MOZAMBIQUE: Scatec Solar and partners successfully connect Mocuba power plant

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MOZAMBIQUE: Scatec Solar and partners successfully connect Mocuba power plant©Sebastian Noethlichs/Shutterstock

The Mocuba solar power plant was recently inaugurated in the province of Zambézia, in eastern Mozambique. Built by a consortium, it supplies 40 MW to Mozambique's national electricity grid.

Mozambique has an operational solar power plant. It is located on the outskirts of Mocuba, a town in the province of Zambézia, in eastern Mozambique. The commissioning of this facility was the subject of an inauguration ceremony attended by the President of the Republic of Mozambique, Filipe Jacinto Nyusi.

The installation covers an area of 200 hectares, 170 hectares of which are occupied by the solar panels of the plant. It supplies 40 MW to Mozambique’s national electricity grid. “We are proud to build the first large solar power plant in Mozambique in close collaboration with our partners. The plant will make a significant contribution to increasing the country’s share of renewable energy by providing clean energy to about 175,000 households,” says Raymond Carlsen, Managing Director of Scatec Solar.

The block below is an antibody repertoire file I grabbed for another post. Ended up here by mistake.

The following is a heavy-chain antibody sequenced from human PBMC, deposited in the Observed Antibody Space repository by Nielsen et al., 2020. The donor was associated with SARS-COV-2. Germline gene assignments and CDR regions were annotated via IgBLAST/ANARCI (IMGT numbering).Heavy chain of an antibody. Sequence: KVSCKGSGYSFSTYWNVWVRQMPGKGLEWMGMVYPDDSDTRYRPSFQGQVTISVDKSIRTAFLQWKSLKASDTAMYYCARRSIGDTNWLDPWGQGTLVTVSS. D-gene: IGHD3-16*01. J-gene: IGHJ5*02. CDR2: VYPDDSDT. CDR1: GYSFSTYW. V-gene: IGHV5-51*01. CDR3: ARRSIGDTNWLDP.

A consortium, owner of the Mocuba solar power plant

The independent power producer (IPP) Scatec Solar is part of the consortium that owns the Mocuba solar photovoltaic plant. The other shareholders of the project are: the state-owned company Electricidade de Mozambique (EDM) and KLP Norfund Investments, a financial institution owned by the Oslo-based insurance company Kommunal Landspensjonskasse (KLP) and the Norwegian government private equity company Norfund. The Mocuba solar project was also supported by the Emerging Africa Infrastructure Fund (EAIF) of the Private Infrastructure Development Group (PIDG), a multi-donor organisation with members from seven European countries and the World Bank Group.

The round table on the Macuba solar project was completed in 2017. But it was only one year later, in 2018, that work began and was completed in July 2019. This phase was followed by capacity tests for the plant. The electricity will now be sold to the Mozambican utility EDM under the 25-year power purchase agreement (PPA).

The Mocuba solar power plant should above all enable Mozambique to diversify its electricity mix. It is currently dominated by hydropower with dams on the Zambezi River, including the Cahora Bassa dam (2,075 MW). However, the Zambezi River has not escaped the drought that has been affecting Eastern and Southern Africa for some time. The country is therefore forced to diversify its electricity sources.

Jean Marie Takouleu


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